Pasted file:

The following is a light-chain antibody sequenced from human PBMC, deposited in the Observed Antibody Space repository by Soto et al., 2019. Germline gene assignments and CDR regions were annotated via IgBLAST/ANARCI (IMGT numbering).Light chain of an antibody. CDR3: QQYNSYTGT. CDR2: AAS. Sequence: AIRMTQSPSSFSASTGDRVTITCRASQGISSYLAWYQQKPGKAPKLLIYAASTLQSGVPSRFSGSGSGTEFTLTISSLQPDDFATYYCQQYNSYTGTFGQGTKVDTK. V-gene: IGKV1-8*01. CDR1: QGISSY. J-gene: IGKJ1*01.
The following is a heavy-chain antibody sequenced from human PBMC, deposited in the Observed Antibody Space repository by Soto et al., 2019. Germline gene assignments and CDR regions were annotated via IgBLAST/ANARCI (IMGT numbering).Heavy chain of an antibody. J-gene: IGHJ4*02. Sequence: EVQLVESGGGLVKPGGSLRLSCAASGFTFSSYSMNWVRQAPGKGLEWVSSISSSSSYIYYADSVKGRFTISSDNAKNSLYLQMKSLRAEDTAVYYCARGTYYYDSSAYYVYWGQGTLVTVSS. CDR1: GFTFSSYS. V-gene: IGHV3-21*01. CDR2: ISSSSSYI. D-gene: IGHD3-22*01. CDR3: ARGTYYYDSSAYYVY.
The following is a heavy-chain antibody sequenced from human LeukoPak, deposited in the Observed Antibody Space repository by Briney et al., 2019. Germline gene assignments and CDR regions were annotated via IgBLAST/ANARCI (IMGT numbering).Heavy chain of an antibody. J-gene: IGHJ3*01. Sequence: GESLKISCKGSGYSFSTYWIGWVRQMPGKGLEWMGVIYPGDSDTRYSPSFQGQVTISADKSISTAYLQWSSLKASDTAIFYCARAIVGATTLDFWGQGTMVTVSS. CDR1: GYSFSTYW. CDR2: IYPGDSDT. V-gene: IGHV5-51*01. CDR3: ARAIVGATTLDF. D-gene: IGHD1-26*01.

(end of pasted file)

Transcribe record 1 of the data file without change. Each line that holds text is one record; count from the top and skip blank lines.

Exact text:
The following is a light-chain antibody sequenced from human PBMC, deposited in the Observed Antibody Space repository by Soto et al., 2019. Germline gene assignments and CDR regions were annotated via IgBLAST/ANARCI (IMGT numbering).Light chain of an antibody. CDR3: QQYNSYTGT. CDR2: AAS. Sequence: AIRMTQSPSSFSASTGDRVTITCRASQGISSYLAWYQQKPGKAPKLLIYAASTLQSGVPSRFSGSGSGTEFTLTISSLQPDDFATYYCQQYNSYTGTFGQGTKVDTK. V-gene: IGKV1-8*01. CDR1: QGISSY. J-gene: IGKJ1*01.